Author Topic: Wattage Required to do 40k for one hour.  (Read 5366 times)

Re: Wattage Required to do 40k for one hour.
« Reply #25 on: January 29, 2018, 10:01:16 pm »
and which way was the wind blowing, and how strong was it?

3kph and from the North according to my Garmin Connect activity (which was probably what the weather was at the start of the activity). The first 40km were due East for about 7km (quite sheltered), then S/SES for the remainder.

I can't remember any noticeable wind during any of it.
"Yes please" said Squirrel "biscuits are our favourite things."

Karla

  • car(e) free
    • Lost Byway - around the world by bike
Re: Wattage Required to do 40k for one hour.
« Reply #26 on: January 29, 2018, 10:35:50 pm »
My last two 25 mile TTs were 233W for 57:06 and 234W for 57:04.  Both were last spring, neither were ideal weather wind-wise, both were on a TT bike with full pointy hat get-up and both were on the A168/A19 north of Topcliffe.

Re: Wattage Required to do 40k for one hour.
« Reply #27 on: January 31, 2018, 08:15:55 pm »
That's very similar to my last 25, 230w for 57:28.
I would have guessed that you would have put out more power than that!

Re: Wattage Required to do 40k for one hour.
« Reply #28 on: January 31, 2018, 09:34:48 pm »
Interesting.   Did a long 53 last year but it was a fast day on the E2.

At some point I’ll find out what my power numbers are.

LMT

Re: Wattage Required to do 40k for one hour.
« Reply #29 on: February 03, 2018, 10:10:56 pm »
Depends on the bike, for me on my recumbent it's a little under 200 watts - Z2. ;D

Having just checked a ride, pre LEL training I done a 80.52km ride with 541m of elevation in 2:17.31. AP was 180w and NP was 193w.

Re: Wattage Required to do 40k for one hour.
« Reply #30 on: February 04, 2018, 10:06:02 am »
These all sound like very low figures, which surprises me because I'd have thought watt-measuring components would be calibrated on the generous side.  However, you can get artificially low figures depending on the way it's done, e.g. a hub will give lower power measurements because of drivetrain losses, and the meters that only measure from the left crank will give spuriously low results if you're very right-legged.  Personally, at my age, I just don't want to know.  If I can get up hills with the first few in the group, that's fine by me  :)
Never tell me the odds.

Re: Wattage Required to do 40k for one hour.
« Reply #31 on: February 04, 2018, 02:30:24 pm »
I’ve seen the 250w estimate a few times on the TT forum so it sounds about right.

Aero tech has moved on so much that there’s riders cracking the hour at much lower wattages.  I also don’t measure my power on the bike and I haven’t done a ramp test for a few years.   I know I was faster last year and that’s all that really bothers me.

LEE

  • "Shut Up Jens" - Legs.
Re: Wattage Required to do 40k for one hour.
« Reply #32 on: February 04, 2018, 07:48:10 pm »
I'd guess at 250-280 Watts, if you are aero.

My FTP is about 280.  I never rode a TT bike but I know it would most likely reduce my ability to produce 280W.

I can do 30k in an hour on a "normal" bike.  I have no idea what difference to my speed a full aero setup would make.  I don't want to try because I would seem forever slow afterwards.
Some people say I'm self-obsessed but that's enough about them.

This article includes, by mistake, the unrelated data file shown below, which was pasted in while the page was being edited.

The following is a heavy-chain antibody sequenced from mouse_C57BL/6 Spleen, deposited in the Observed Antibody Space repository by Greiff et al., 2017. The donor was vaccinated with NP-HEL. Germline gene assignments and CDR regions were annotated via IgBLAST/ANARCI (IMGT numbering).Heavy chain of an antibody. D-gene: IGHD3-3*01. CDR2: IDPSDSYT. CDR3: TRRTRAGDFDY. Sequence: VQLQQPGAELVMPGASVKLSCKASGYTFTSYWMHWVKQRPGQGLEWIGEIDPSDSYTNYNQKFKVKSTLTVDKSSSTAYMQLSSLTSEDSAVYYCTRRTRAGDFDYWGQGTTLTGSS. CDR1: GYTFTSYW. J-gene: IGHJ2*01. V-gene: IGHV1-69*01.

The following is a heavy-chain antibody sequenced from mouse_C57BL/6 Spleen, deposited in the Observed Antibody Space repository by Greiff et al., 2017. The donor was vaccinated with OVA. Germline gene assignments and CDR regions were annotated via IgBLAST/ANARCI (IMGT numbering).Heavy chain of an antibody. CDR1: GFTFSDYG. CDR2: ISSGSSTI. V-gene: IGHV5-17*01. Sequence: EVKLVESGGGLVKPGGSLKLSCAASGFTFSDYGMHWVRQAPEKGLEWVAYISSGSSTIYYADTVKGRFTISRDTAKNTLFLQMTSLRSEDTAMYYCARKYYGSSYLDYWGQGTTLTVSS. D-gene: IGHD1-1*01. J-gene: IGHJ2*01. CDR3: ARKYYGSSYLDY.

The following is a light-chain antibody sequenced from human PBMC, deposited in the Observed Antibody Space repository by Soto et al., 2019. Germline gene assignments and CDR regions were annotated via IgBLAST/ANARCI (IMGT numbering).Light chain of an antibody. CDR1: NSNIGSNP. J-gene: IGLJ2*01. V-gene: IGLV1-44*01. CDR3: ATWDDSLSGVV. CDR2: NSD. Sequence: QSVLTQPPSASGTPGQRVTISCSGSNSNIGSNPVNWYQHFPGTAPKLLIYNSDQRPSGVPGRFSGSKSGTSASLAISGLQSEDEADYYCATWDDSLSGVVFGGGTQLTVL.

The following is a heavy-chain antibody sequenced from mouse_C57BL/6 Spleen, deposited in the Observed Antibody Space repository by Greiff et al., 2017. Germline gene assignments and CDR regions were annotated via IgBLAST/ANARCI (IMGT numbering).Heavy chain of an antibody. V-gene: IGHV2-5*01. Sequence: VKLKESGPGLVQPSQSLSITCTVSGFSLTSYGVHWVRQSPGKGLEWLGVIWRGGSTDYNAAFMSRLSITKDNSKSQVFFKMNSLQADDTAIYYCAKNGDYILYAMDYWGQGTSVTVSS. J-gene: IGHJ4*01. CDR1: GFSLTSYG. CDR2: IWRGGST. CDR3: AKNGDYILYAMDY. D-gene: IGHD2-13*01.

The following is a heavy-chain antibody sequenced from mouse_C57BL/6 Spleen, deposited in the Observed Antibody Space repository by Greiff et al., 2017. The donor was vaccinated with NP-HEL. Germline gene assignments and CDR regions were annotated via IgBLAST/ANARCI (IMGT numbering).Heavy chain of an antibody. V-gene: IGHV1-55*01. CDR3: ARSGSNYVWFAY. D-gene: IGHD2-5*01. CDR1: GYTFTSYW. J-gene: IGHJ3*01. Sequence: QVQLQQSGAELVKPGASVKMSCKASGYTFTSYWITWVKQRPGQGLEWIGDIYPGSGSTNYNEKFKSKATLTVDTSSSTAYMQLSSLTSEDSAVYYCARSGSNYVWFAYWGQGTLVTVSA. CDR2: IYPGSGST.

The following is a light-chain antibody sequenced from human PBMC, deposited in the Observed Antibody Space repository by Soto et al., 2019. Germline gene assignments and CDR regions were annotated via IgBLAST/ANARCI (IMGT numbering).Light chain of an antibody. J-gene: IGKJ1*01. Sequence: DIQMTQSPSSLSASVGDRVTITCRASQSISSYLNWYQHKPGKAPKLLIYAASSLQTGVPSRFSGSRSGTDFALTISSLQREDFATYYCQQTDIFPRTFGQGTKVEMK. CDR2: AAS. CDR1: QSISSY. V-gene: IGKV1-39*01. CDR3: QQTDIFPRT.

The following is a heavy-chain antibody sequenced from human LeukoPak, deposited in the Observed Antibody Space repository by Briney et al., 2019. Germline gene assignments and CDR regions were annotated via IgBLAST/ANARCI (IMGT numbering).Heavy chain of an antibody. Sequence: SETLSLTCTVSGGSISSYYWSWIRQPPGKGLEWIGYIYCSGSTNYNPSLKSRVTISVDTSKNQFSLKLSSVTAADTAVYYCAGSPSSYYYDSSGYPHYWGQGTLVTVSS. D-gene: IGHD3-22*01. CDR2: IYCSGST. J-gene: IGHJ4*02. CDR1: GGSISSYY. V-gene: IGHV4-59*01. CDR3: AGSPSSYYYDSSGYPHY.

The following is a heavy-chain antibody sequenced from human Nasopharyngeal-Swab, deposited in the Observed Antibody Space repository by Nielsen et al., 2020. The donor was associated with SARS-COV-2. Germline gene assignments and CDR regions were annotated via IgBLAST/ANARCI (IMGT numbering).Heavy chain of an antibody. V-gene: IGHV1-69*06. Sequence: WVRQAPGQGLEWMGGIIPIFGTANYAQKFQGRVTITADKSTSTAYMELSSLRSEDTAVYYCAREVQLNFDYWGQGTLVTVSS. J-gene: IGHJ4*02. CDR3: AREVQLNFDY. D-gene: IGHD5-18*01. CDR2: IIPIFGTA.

Karla

  • car(e) free
    • Lost Byway - around the world by bike
Re: Wattage Required to do 40k for one hour.
« Reply #33 on: February 04, 2018, 08:14:05 pm »
FYI my figures come from a spider-based unit.

simonp

  • Omnomnomnipotent.
Re: Wattage Required to do 40k for one hour.
« Reply #34 on: February 04, 2018, 08:25:57 pm »
That sounds cruel.

IanDG

  • The p*** artist formerly known as 'Windy'
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Re: Wattage Required to do 40k for one hour.
« Reply #35 on: February 05, 2018, 07:15:48 am »
Just 'did it' back in the day no idea what wattage. But then I'm an old fart! It's great how the science of sport has developed. Something I was very interested in back in the 70s/80s ;)

Re: Wattage Required to do 40k for one hour.
« Reply #36 on: February 05, 2018, 02:07:04 pm »
This topic made me think about the Watts I can produce (FTP 222 at the moment, but going up) and how fast it will get me.
For those who are/have been actively time trialling - how did you go about "getting aero"? I want to try TTing this year (only 10s and maybe a 25 if it goes well), but I'll be restricted to riding my road bike https://www.cube.eu/uk/2017/road-triathlon/attain/cube-attain-gtc-pro-disc-greynflashgreen-2017/. Is it worth getting some cheapass aero bars, or just focusing on riding in the drops (or aero laid out on the hoods) - how much difference will it make?

LittleWheelsandBig

  • Whimsy Rider
Re: Wattage Required to do 40k for one hour.
« Reply #37 on: February 05, 2018, 02:20:12 pm »
Aerobars are worth getting. I stopped racing seriously nearly a quarter century ago but when aerobars came in, they were noticeably quicker than when on the drops (with all other equipment the same).
Wheel meet again, don't know where, don't know when...

sib

Re: Wattage Required to do 40k for one hour.
« Reply #38 on: February 05, 2018, 02:26:21 pm »
Aero bars definitely worth it - also skinsuit and aero helmet if you want maximum advantage.
As to how to find the best position either pay for it e.g. aerocoach or use your powermeter to do some diy testing.

Re: Wattage Required to do 40k for one hour.
« Reply #39 on: February 05, 2018, 02:42:01 pm »
I don't think it's worth paying to find my "best position" on what is a flawed TT bike (seat angle laid back, long head tube, disc brakes). I don't have a budget for a TT bike though (not even a cheap secondhand one).

sib

Re: Wattage Required to do 40k for one hour.
« Reply #40 on: February 05, 2018, 02:44:23 pm »
I don't think it's worth paying to find my "best position" on what is a flawed TT bike (seat angle laid back, long head tube, disc brakes). I don't have a budget for a TT bike though (not even a cheap secondhand one).

Do you have a power meter or is your wattage derived from the turbo ?

LittleWheelsandBig